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Bioterrorism Research

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Value to clinicians of educational Web sites on bioterrorism is unproven

A study begun in November 2001, after the anthrax mailings that followed the September attack on the World Trade Center, found that doctors were more likely to use media reports than an educational Web site to learn about bioterrorism preparedness. During this period, information about biological agents deluged both the general public and health care professionals via newspaper and magazine articles, television, radio, lectures, and medical Web sites. Even doctors who participated in a Web-based educational session did not know more about bioterrorism preparedness than before the session, according to the study supported by the Agency for Healthcare Research and Quality (contract 290-00-0020).

Investigators at Boston Children's Hospital Center for Biopreparedness pretested the bioterrorism knowledge of general and pediatric emergency medicine attending physicians, fellows, and 4th-year emergency medicine residents. These clinicians then attended a lecture on bioterrorism. Sixty-three physicians, including 20 female physicians, were enrolled in the study from November 2001 to April 2002. Participants were randomized to a Web group that received continuous access to a bioterrorism educational Web site with weekly exposure to case scenarios of diseases due to biological agents or to a control group. Participants were retested after 1 and 6 months to identify their source of information and assess their knowledge.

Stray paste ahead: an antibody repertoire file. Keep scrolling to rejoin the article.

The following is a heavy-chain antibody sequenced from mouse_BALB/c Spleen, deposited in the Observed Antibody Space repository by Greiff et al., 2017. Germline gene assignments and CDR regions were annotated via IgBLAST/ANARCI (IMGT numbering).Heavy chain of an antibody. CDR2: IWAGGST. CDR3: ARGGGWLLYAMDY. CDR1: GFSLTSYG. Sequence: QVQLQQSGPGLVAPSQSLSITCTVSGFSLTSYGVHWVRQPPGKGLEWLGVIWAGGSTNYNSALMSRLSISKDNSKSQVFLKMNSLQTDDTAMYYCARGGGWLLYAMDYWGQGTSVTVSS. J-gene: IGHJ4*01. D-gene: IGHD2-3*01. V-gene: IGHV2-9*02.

The researchers found no difference in pretest scores between the Web intervention and control groups (45 vs. 44 percent) and no significant difference between pre- and post-test scores between the two groups at 1 month (48 vs. 45 percent) and 6 months (51 vs. 47 percent). More than 60 percent of physicians cited media reports as their primary source of information on bioterrorism and believed that their knowledge about bioterrorism was limited after 1 month. Given that about 30 percent of the Web group did not use the site (many felt it had limited applicability to their practice), the data may not accurately reflect the effectiveness of the Web site.

See "Efficacy of an educational Web site for educating physicians about bioterrorism," by Sarita Chung, M.D., Kenneth D. Mandl, M.D., M.P.H., Michael Shannon, M.D., M.P.H., and Gary R. Fleisher, M.D., in the February 2004 Academic Emergency Medicine 11(2), pp. 143-148.

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